How and when to apply for the Bar Professional Training Course
Applications for a place on a Bar Professional Training Course are made through the BSB’s central applications system called BPTC Online. The application form itself needs careful attention. You will be asked to:
- provide details of mini-pupillages and other legal experience;
- explain why you want to be a barrister;
- provide examples of exceptional communication/interpersonal skills;
- provide examples of your ability to accurately analyse large volumes of written information;
- provide examples of how you cope with pressure;
- provide examples of how you have developed your advocacy skills since the age of 18 (having once been an angel in an infant school nativity play does not count).
Give yourself plenty of time to think about the content of the form and make sure you re-read it before submitting it: poor spelling, grammar and typographical errors will make your application look weak and count against you.
What does the Bar Professional Training Course cover?
The BPTC is designed to prepare you for pupillage and the early years of practice. The main skills taught are: legal research, case management, drafting (for example, pleadings, witness statements etc), opinion-writing, conference skills (client interviewing), resolution of disputes out of court (for example, negotiation, mediation) and plenty of advocacy.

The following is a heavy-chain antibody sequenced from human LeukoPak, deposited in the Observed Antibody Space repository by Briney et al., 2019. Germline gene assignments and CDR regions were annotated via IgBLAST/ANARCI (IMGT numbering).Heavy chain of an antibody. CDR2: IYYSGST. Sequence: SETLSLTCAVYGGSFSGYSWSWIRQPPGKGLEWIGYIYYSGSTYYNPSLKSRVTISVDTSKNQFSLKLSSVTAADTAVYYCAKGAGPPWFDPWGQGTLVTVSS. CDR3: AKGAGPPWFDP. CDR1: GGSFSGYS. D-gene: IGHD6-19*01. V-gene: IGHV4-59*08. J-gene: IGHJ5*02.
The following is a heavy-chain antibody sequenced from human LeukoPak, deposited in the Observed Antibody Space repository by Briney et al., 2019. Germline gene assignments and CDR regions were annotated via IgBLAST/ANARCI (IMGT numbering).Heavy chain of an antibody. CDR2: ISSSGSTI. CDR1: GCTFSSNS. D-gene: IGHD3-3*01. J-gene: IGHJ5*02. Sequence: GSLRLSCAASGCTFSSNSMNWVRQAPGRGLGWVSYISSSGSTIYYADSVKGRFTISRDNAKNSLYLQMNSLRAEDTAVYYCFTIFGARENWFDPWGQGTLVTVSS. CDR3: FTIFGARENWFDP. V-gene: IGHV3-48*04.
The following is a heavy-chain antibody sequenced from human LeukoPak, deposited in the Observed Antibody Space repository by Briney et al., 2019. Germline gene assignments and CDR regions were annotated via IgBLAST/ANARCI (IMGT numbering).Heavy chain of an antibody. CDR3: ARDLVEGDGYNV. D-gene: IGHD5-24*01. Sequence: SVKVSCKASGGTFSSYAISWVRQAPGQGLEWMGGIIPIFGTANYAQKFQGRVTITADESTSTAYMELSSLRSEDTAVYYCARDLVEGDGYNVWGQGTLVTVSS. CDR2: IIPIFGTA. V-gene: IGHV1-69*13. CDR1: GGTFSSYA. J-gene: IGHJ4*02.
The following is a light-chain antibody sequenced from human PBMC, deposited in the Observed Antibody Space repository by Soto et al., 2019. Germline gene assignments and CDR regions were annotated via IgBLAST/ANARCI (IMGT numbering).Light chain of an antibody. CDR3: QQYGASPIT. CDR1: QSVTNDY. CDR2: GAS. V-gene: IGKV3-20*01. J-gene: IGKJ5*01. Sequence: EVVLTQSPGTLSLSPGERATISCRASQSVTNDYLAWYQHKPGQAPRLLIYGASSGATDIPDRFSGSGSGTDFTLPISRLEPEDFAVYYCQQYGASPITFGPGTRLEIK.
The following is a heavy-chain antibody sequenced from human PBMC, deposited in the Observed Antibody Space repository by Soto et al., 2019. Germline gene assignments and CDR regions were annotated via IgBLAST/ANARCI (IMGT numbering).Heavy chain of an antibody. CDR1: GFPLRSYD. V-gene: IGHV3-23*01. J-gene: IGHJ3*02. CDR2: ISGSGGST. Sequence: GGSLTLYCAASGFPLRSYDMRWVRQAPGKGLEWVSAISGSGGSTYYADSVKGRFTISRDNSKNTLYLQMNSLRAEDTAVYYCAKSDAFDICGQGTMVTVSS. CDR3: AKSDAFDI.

The knowledge subjects taught are civil litigation and remedies, criminal litigation and sentencing, evidence and professional ethics. In addition, you must take two options – different providers offer different options, so ensure before you start the course that your chosen provider offers a range of options that you are happy to do.
Further reading: Five tips for prospective BPTC students
Training as a barrister is very expensive as the BPTC can cost more than £19,000 with no guarantee of a job afterwards. Also, do not forget that you will also need money for food, rent, transport and going out.
Thankfully, financial assistance is available from the Inns of Court as well as from BPTC providers. For example:
- BPP Law School offers 10 scholarships of up to £4,000.
- The City Law School offers 10 scholarships for the full course fees of certain courses, including the BPTC.
For more details, visit individual law schools’ websites.
If you are not fortunate enough to secure financial assistance from one of the Inns or your BPTC provider, you may have to consider borrowing money to fund your studies. BPP in conjunction with Future Finance offers a loan exclusively for its BPTC, GDL and LPC students.
As with all forms of debt, think carefully about whether or not you can afford to take out a loan, especially as there may be a delay between completing the BPTC and securing a pupillage or other form of employment.
It may be worth thinking about taking on a temporary job to help you save up for the course fees, or completing the course part-time so you can combine it with paid work.